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What is torture?

The most widely accepted definition of torture internationally is that set out by Article 1 of the United Nations Convention Against Torture and other Cruel, Inhuman or Degrading Treatment or Punishment (UNCAT):

“… ‘torture’ means any act by which severe pain or suffering, whether physical or mental, is intentionally inflicted on a person for such purposes as obtaining from him or a third person information or a confession, punishing him for an act he or a third person has committed or is suspected of having committed, or intimidating or coercing him or a third person, or for any reason based on discrimination of any kind, when such pain or suffering is inflicted by or at the instigation of or with the consent or acquiescence of a public official or other person acting in an official capacity. It does not include pain or suffering arising only from, inherent in or incidental to lawful sanctions.”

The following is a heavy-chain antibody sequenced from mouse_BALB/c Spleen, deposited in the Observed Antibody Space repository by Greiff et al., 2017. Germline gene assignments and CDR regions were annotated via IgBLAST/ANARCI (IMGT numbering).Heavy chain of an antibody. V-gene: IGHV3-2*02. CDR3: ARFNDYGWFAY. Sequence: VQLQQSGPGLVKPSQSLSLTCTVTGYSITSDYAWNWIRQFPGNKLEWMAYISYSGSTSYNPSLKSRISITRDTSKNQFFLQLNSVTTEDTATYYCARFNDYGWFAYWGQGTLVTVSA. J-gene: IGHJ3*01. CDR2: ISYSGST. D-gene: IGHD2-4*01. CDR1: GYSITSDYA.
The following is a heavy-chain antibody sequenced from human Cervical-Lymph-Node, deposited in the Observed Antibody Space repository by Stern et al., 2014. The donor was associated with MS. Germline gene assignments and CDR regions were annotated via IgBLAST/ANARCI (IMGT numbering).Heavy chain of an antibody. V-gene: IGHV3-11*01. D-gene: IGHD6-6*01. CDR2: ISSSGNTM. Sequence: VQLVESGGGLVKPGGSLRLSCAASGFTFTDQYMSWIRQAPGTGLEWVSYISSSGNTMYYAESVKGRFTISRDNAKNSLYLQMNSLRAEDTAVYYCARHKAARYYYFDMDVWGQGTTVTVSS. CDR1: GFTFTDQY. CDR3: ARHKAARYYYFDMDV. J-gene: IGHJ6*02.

Some doctors specialise in treating and investigating victims of torture but identifying victims of torture is the responsibility of every health professional. This case describes how victims of torture may be identified and cared for in a general practice setting.

Health professionals have a duty to support the needs of their individual patients who are victims of torture. Additionally, identifying and recording acts of torture is a step towards finding and prosecuting the perpetrators.

The UNCAT definition of torture is narrower than that used by the European Convention on Human Rights (ECHR) because it excludes abuse by people other than public officials such as rebel armies or traffickers. What definition of torture is used by the courts in your country? You may share this below.

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Medical Peace Work

University of Bergen

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